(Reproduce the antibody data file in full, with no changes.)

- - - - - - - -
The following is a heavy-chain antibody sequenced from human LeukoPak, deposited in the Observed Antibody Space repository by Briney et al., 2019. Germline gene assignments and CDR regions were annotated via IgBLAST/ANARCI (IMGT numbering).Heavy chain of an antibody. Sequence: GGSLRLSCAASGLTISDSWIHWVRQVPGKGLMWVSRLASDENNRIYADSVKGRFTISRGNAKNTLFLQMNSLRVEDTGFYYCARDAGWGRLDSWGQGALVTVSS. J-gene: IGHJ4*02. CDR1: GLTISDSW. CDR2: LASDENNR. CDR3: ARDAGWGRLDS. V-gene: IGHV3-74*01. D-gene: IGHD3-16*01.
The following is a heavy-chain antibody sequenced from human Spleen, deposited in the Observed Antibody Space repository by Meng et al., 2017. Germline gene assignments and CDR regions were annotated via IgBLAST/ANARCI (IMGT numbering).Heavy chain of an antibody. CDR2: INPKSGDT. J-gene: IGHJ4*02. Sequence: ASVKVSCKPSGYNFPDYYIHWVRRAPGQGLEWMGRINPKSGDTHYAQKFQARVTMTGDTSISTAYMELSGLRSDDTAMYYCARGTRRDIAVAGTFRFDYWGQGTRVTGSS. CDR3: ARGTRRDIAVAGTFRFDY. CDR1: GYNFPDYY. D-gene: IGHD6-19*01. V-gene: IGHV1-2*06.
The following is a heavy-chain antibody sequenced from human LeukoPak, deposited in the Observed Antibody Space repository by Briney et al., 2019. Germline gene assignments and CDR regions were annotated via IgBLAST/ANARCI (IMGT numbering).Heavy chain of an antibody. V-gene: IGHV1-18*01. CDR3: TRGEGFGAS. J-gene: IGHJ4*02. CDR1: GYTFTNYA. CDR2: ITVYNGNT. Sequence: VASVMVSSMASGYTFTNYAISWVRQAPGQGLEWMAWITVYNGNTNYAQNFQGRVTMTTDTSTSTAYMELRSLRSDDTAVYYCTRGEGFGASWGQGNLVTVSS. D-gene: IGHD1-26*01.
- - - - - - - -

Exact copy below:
The following is a heavy-chain antibody sequenced from human LeukoPak, deposited in the Observed Antibody Space repository by Briney et al., 2019. Germline gene assignments and CDR regions were annotated via IgBLAST/ANARCI (IMGT numbering).Heavy chain of an antibody. Sequence: GGSLRLSCAASGLTISDSWIHWVRQVPGKGLMWVSRLASDENNRIYADSVKGRFTISRGNAKNTLFLQMNSLRVEDTGFYYCARDAGWGRLDSWGQGALVTVSS. J-gene: IGHJ4*02. CDR1: GLTISDSW. CDR2: LASDENNR. CDR3: ARDAGWGRLDS. V-gene: IGHV3-74*01. D-gene: IGHD3-16*01.
The following is a heavy-chain antibody sequenced from human Spleen, deposited in the Observed Antibody Space repository by Meng et al., 2017. Germline gene assignments and CDR regions were annotated via IgBLAST/ANARCI (IMGT numbering).Heavy chain of an antibody. CDR2: INPKSGDT. J-gene: IGHJ4*02. Sequence: ASVKVSCKPSGYNFPDYYIHWVRRAPGQGLEWMGRINPKSGDTHYAQKFQARVTMTGDTSISTAYMELSGLRSDDTAMYYCARGTRRDIAVAGTFRFDYWGQGTRVTGSS. CDR3: ARGTRRDIAVAGTFRFDY. CDR1: GYNFPDYY. D-gene: IGHD6-19*01. V-gene: IGHV1-2*06.
The following is a heavy-chain antibody sequenced from human LeukoPak, deposited in the Observed Antibody Space repository by Briney et al., 2019. Germline gene assignments and CDR regions were annotated via IgBLAST/ANARCI (IMGT numbering).Heavy chain of an antibody. V-gene: IGHV1-18*01. CDR3: TRGEGFGAS. J-gene: IGHJ4*02. CDR1: GYTFTNYA. CDR2: ITVYNGNT. Sequence: VASVMVSSMASGYTFTNYAISWVRQAPGQGLEWMAWITVYNGNTNYAQNFQGRVTMTTDTSTSTAYMELRSLRSDDTAVYYCTRGEGFGASWGQGNLVTVSS. D-gene: IGHD1-26*01.